NHL report with Daniel Dullum: NHL provides not one, but two enjoyable outdoor games

January 3, 2017

NHL

January 01, 2017: Detroit Red Wings right wing Anthony Mantha (39) falls down on Toronto Maple Leafs goalie Frederik Andersen (31) during the 2017 Scotiabank NHL Centennial Classic between The Toronto Maple Leafs and The Detroit Red Wings at Exhibition Stadium in Toronto, Ontario, Canada. The Toronto Maple Leafs defeat The Detroit Red Wings 5-4 in overtime. Mandatory credit: Kostas Lymperopoulos/CSM (Cal Sport Media via AP Images)

NHL COMMENTARY
By DANIEL DULLUM
Sports Radio Service
Monday, January 2, 2017

Hockey fans received a bonus this season – two outdoor games over the New Year’s weekend. Having Jan. 1 fall on a Sunday made it an easy decision for the NHL.

Because Sunday’s game between the Maple Leafs and Detroit Red Wings ran opposite pro football, it’s hard to say how ratings went for that one. I’ll say this: those who blew off that game to watch football missed a good game.

Then on Monday, that threat of rain in the St. Louis area held off enough to allow the Blues and Chicago Black Hawks to play a close game that didn’t get out of hand until midway through the third period.

There was legitimate concern about a heavy rain holding up the Blues-Black Hawks game at Busch Stadium, but aside from a few sprinkles, the NHL avoided what could have been an embarrassing situation.

This matters because the outdoor games have provided the NHL with their strongest ratings for regular season contests. With the addition of the Stadium Series, there is a danger of having too much of a good thing, but after the league hosted a successful outdoor contest last year at Dodger Stadium, that opens the door for warm weather venues to possibly host one of these games.

For example, could the Arizona Coyotes host a Winter Classic? They could, as long as it’s a night game held in December or January. Then there’s the X-factor – the visiting opponent. It would have to be from a fan base that travels well, like Chicago, Detroit, Minnesota, etc. Then it could be at Chase Field, or Sun Devil Stadium. Anyone else, and they could play it at a spring training park.

So, for now, the NHL makes sure the venues are in hockey-friendly markets. Makes sense for attendance in a gate-driven league, and it provides a better image for television.

As for this year’s games, one went into overtime, and the other came close. On Sunday in the Centennial Classic at BMO Field in Toronto (home of the CFL Argonauts), the Maple Leafs had what seemed like a safe 4-1 lead until the Red Wings stormed back to tie it up and head for 3-on-3 overtime.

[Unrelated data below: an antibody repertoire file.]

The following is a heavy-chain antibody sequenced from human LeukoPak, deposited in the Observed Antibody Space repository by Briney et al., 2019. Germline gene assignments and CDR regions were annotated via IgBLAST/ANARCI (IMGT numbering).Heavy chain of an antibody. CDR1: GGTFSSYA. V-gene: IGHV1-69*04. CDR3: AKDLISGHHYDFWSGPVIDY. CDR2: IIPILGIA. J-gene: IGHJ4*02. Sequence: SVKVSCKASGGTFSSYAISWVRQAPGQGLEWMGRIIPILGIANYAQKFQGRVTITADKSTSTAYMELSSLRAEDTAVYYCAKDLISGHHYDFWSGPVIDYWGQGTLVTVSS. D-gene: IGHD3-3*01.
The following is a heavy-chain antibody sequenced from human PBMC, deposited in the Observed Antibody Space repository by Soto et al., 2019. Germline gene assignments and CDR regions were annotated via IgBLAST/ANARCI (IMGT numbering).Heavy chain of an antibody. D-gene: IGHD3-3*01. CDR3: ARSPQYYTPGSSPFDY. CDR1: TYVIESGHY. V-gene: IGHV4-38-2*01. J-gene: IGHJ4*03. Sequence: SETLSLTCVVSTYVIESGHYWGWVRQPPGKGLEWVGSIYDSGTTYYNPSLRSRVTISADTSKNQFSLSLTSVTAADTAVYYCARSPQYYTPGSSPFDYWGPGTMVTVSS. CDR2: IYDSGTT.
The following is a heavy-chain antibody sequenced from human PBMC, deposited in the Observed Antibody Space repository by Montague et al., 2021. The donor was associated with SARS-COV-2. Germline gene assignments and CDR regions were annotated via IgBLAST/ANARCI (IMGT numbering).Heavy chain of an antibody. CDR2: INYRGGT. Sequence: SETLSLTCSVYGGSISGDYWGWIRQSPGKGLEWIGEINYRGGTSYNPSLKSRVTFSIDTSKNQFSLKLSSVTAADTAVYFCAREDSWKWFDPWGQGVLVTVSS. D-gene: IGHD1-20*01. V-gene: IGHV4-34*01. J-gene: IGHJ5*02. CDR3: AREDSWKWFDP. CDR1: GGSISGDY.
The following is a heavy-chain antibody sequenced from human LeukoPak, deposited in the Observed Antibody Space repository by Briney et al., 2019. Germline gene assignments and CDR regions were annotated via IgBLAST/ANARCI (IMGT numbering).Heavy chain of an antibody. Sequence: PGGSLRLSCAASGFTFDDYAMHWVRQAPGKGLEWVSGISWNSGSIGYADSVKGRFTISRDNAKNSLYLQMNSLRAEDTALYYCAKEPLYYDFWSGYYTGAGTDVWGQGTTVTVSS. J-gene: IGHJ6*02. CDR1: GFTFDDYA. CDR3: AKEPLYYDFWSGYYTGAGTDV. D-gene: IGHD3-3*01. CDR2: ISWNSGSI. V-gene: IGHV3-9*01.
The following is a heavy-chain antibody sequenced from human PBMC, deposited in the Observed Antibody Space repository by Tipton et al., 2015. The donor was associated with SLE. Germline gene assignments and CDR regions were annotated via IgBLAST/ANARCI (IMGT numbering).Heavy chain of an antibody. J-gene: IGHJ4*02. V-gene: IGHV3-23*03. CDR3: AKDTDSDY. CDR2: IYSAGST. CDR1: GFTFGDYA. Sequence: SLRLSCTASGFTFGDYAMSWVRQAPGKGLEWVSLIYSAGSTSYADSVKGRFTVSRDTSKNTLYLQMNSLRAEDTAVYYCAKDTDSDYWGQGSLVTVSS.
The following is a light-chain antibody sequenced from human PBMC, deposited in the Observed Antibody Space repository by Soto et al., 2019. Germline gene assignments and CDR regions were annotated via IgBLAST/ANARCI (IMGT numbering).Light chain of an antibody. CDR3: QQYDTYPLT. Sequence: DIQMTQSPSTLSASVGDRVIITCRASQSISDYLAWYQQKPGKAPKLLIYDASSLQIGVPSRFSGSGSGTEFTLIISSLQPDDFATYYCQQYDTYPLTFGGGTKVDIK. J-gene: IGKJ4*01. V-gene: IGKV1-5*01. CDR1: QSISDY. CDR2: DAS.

In the OT, 19-year-old Auston Matthews, who scored the fourth Toronto goal, one-timed a rebound for the game-winner.

Weather affected the game, but it was the lack of cloud cover – sun glare off the ice forced the NHL to move the start time 30 minutes. Other than that, the Leafs and Wings had a good surface to play on with pleasant conditions.

In St. Louis, Vladimir Tarasenko scored two of the Blues’ four goals late in the third period of their defeat of Chicago. As NBC’s Doc Emrick pointed out, the fog was so thick you couldn’t see the nearby Gateway Arch. The threat of rain didn’t deter over 46,000 fans from showing up.

A nice moment from the first intermission – NBC’s Bob Costas, during a feature on Blues history, pointed out that Dan Kelly – the Blues’ play-by-play voice in their early days “was the Doc Emrick of his day.” Kelly would been in his element with the Winter Classic.

What gets lost amongst the hoopla and hype that surrounds these games is that they count and the two points matter. Chicago still leads the Central Division. But by winning, the Blues pulled to within four points of Minnesota for second place.

Ten years in, the novelty of playing a regular-season game outside in a baseball or football stadium should have worn off by now, but it hasn’t. Aside from playoff games, the annual Winter Classic has become the one game most players want to experience. It takes them back to their younger days of playing pond hockey or park league games outside in the elements.

And for an afternoon, players on both sides get to experience a special element of nostalgia inherent to hockey that can’t be duplicated in any of the other major sports. The players dig it, fans love it, and it’s something the NHL gets right.

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